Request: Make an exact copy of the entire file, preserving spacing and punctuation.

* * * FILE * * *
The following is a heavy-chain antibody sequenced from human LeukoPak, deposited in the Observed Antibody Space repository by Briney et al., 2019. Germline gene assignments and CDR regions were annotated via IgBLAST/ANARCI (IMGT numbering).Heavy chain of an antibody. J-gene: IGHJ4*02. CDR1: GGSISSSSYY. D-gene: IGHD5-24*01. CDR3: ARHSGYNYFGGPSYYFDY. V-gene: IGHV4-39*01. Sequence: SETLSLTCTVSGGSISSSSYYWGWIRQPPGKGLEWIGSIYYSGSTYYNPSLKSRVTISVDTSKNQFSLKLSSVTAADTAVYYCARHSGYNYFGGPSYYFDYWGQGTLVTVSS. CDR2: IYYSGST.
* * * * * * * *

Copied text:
The following is a heavy-chain antibody sequenced from human LeukoPak, deposited in the Observed Antibody Space repository by Briney et al., 2019. Germline gene assignments and CDR regions were annotated via IgBLAST/ANARCI (IMGT numbering).Heavy chain of an antibody. J-gene: IGHJ4*02. CDR1: GGSISSSSYY. D-gene: IGHD5-24*01. CDR3: ARHSGYNYFGGPSYYFDY. V-gene: IGHV4-39*01. Sequence: SETLSLTCTVSGGSISSSSYYWGWIRQPPGKGLEWIGSIYYSGSTYYNPSLKSRVTISVDTSKNQFSLKLSSVTAADTAVYYCARHSGYNYFGGPSYYFDYWGQGTLVTVSS. CDR2: IYYSGST.